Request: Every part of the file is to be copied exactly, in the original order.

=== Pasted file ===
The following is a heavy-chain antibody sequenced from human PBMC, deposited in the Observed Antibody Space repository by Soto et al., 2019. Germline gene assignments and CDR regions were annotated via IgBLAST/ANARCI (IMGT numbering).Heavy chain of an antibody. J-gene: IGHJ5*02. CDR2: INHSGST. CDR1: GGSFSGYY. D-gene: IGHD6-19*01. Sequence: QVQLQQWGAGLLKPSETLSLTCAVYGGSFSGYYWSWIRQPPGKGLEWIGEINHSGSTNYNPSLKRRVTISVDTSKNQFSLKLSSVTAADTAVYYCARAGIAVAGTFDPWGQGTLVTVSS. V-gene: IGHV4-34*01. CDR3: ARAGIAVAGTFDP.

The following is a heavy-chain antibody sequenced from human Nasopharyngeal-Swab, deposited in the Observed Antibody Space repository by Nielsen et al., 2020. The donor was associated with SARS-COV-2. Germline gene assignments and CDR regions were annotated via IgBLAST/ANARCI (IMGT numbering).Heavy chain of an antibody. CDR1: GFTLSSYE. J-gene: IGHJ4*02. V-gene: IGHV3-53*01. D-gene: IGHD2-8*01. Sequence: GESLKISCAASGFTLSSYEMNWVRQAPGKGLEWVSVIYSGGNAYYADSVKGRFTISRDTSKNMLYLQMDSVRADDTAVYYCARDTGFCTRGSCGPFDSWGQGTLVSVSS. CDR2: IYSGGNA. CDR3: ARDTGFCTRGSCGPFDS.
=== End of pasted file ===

The following is a heavy-chain antibody sequenced from human PBMC, deposited in the Observed Antibody Space repository by Soto et al., 2019. Germline gene assignments and CDR regions were annotated via IgBLAST/ANARCI (IMGT numbering).Heavy chain of an antibody. J-gene: IGHJ5*02. CDR2: INHSGST. CDR1: GGSFSGYY. D-gene: IGHD6-19*01. Sequence: QVQLQQWGAGLLKPSETLSLTCAVYGGSFSGYYWSWIRQPPGKGLEWIGEINHSGSTNYNPSLKRRVTISVDTSKNQFSLKLSSVTAADTAVYYCARAGIAVAGTFDPWGQGTLVTVSS. V-gene: IGHV4-34*01. CDR3: ARAGIAVAGTFDP.

The following is a heavy-chain antibody sequenced from human Nasopharyngeal-Swab, deposited in the Observed Antibody Space repository by Nielsen et al., 2020. The donor was associated with SARS-COV-2. Germline gene assignments and CDR regions were annotated via IgBLAST/ANARCI (IMGT numbering).Heavy chain of an antibody. CDR1: GFTLSSYE. J-gene: IGHJ4*02. V-gene: IGHV3-53*01. D-gene: IGHD2-8*01. Sequence: GESLKISCAASGFTLSSYEMNWVRQAPGKGLEWVSVIYSGGNAYYADSVKGRFTISRDTSKNMLYLQMDSVRADDTAVYYCARDTGFCTRGSCGPFDSWGQGTLVSVSS. CDR2: IYSGGNA. CDR3: ARDTGFCTRGSCGPFDS.